Madness and Biotypes

There’s an interesting article in the most recent issue of the American Journal of Psychiatry. The study, Identification of Distinct Psychosis Biotypes Using Brain-Based Biomarkers, uses bio-markers to identify “three neurobiologically distinct psychosis biotypes.”

As the researchers explain, clinical diagnoses remain “the primary means for classifying psychoses despite considerable evidence that this method incompletely captures biologically meaningful differentiations.” The study aims to classify psychoses more rigorously and accurately by examining the underlying biological factors.

Researchers recruited individuals who had been diagnosed with some form of psychosis, as well as a comparative “healthy” population. They “collected a large panel of biomarkers of known relevance to psychosis and functional brain activity” and “refined a subset of the biomarker panel that differentiated people with psychosis from healthy persons.” Clustering the relevant biomarkers, researchers found three distinct biotypes (“biologically distinctive phenotypes”).

Interestingly, the three biotypes identified “did not respect clinical diagnosis boundaries.” That is: the biological expression of psychoses differed from their clinical diagnosis, highlighting the need to refine current diagnosis techniques.

However, the clusters did reveal a meaningful lens through which to view psychosis. For example, “the biotypes significantly differed in ratings on the Birchwood Social Functioning Scale, which assesses social engagement, psychosocial independence and competence, and occupational success; biotype 1 showed the most psychosocial impairment, and biotype 3 had the least impairment.”

Particularly interesting are the implications of this work:

The biotype outcome provides proof of concept that structural and functional brain biomarker measures can sort individuals with psychosis into groups that are neurobiologically
distinctive and appear biologically meaningful. These outcomes inspire specific theories that could be fruitfully investigated. First, biotypes 1 and 2 should be of greater interest in familial genetic investigations, while perhaps biotype 3 would bemore informative for explorations of environmental correlates of psychosis risk, spontaneous mutations, and/or epigenetic modifications.

This is fascinating research and certainly worthy of further study, but it also raises the haunting specter of modernity. As Gordon Finlayson describes in Habermas: A Very Short Introduction:

There is a sinister aspect to the assumption that science and rationality serve man’s underlying need to manipulate and control external nature: that domination and mastery are very close cousins of rationality. Not only science and technology, but rationality itself is implicated in domination.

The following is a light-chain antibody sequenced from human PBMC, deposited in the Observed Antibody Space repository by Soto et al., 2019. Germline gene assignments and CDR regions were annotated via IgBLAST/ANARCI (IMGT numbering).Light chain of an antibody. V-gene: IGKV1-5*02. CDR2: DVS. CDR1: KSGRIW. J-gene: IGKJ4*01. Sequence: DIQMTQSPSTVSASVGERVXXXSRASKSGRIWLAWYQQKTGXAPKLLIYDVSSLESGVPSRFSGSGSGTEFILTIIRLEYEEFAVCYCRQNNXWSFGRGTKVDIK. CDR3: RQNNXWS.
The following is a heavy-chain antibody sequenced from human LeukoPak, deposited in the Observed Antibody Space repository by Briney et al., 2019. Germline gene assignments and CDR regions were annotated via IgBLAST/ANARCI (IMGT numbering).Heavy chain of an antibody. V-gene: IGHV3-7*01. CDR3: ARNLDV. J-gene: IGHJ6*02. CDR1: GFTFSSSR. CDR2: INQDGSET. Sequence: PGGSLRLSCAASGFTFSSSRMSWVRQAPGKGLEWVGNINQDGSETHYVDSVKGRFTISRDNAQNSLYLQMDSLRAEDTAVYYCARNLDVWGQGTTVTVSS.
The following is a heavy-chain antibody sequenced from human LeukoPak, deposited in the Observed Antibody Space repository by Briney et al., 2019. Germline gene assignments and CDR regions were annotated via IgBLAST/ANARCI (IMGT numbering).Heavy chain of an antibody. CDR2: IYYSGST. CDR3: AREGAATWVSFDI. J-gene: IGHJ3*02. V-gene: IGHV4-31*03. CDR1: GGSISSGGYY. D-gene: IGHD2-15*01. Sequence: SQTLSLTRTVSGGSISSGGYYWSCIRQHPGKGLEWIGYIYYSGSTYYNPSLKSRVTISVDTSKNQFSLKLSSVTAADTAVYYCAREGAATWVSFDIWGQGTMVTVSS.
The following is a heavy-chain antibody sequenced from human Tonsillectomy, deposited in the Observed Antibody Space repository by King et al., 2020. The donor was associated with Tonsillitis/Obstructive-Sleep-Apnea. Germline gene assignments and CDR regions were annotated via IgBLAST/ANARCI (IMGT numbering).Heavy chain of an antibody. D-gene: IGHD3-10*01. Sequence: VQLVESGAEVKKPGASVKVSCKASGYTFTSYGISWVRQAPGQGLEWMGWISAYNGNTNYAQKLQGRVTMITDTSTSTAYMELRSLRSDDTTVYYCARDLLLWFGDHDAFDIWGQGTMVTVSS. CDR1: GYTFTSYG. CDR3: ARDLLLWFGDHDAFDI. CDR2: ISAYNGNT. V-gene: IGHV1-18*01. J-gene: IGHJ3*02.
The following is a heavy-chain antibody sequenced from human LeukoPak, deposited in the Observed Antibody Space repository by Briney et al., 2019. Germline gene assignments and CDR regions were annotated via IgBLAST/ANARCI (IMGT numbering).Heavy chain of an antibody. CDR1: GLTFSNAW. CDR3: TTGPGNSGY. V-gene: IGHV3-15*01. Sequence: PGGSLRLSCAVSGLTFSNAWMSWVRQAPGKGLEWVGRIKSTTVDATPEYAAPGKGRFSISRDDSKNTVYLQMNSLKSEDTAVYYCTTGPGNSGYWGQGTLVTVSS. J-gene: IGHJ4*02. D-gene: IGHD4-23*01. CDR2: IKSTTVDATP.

James C. Scott emphasizes the difference between the dangerous ideology of “high modernism” and genuine scientific practice in his excellent book, Seeing Like a State: How Certain Schemes to Improve the Human Condition Have Failed.

Unlike true scientific scholarship, high modernism was “a faith that borrowed, as it were, the legitimacy of science and technology. It was, accordingly, uncritical, unskeptical, and thus unscientifically optimist about the possibilities for the comprehensive planning of human settlement and production.”

In short, high modernism is the authoritarian imposition of a planned social order, designed by bureaucrats foolish enough fancy themselves as benevolent conquerors of nature.

To be clear, the study itself is not inherently high modernist. Better understanding and diagnosis of psychosis is a worthy scientific goal. But you’ll forgive me if I’m somewhat weary of the profession which considered homosexuality a mental ailment until the 1970s. Social understandings of “mental health” have long been propped up by the scientific understanding of the day – with the currently scientific research miraculously changing to validate social norms.

Michel Foucault perhaps best documents this phenomenon in Madness and Civilization, a brilliant historical account of “madness” as a social construct which shifts to fit the norms of the day.

Perhaps this seems unlikely in our modern world – surely our modern scientific understanding of biology far out shines the dark, half-science of the middle ages. Finding biological underpinnings of madness, biotypes that reveal psychosis, seems, on its face, reassuring: madness can be rationally explained.

Yet it is exactly that reassurance which ought to give us pause. Perhaps we have only found what we wanted to find – irrefutable proof that the mad are somehow different than the healthy, that there is something fundamentally, biologically, different about “them.” And, of course, it’s the implied outcome which should surely give us pause – if we can define the root of their madness, we can at last fix these poor, broken souls.


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